DIVERSE ECONOMY WITH HIGH WEALTH LEVELS: The commonwealth benefits from a diverse economy with relatively low unemployment and high wealth levels. Reductions in government sector employment over the next few years are likely as the federal government contracts.
MODERATE DEBT LEVELS: Virginia's debt ratios are in the moderate range, maintained through deliberate policy and above-average amortization. Capital needs for education and transportation improvements remain significant and issuance has accelerated in recent years.
PENSION FUNDING REFORMS: The funded status of Virginia's retirement system has declined in recent years, due in part to an underfunding of actuarially required contributions to the system. Unfunded liabilities as a percentage of personal income remain below average for U.S. states rated by Fitch. The commonwealth has adopted a series of pension reforms that are expected to result in increased contributions to the system and limit further growth in the commonwealth's pension liabilities over time.
The rating on the bonds is sensitive to changes in the commonwealth's GO rating, to which it is linked.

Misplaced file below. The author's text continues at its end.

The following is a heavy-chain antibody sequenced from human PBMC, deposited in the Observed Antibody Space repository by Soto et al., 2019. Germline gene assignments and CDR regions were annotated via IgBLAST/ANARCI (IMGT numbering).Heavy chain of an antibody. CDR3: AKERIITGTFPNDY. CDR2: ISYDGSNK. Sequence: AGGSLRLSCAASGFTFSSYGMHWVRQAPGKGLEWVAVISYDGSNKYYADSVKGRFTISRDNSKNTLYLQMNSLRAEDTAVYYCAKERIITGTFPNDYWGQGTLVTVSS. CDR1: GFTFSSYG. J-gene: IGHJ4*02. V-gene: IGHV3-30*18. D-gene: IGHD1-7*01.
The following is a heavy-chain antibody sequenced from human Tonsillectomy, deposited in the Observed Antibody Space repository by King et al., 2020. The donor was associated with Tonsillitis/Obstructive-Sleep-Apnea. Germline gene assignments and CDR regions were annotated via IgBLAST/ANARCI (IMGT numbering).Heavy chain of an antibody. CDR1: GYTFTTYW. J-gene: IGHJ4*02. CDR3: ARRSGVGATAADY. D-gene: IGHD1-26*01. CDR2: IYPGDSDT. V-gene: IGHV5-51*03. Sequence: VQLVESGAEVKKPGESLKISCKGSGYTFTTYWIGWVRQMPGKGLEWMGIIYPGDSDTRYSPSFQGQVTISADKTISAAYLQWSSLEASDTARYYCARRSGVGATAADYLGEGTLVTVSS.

The series 2013 B bonds are being issued pursuant to the 1997 resolution, which includes a 'sum sufficient' appropriation from available moneys of Virginia's literary fund and, if those are not adequate, the commonwealth's general fund. The appropriation, which the governor must request from the general assembly pursuant to statute, provides credit enhancement to the local government loan repayments that are the primary source of security. Additional strength derives from state law providing for the withholding of state payments to local governments in the event of a local loan payment default, along with Virginia's fundamental credit strengths and the state commitment to education.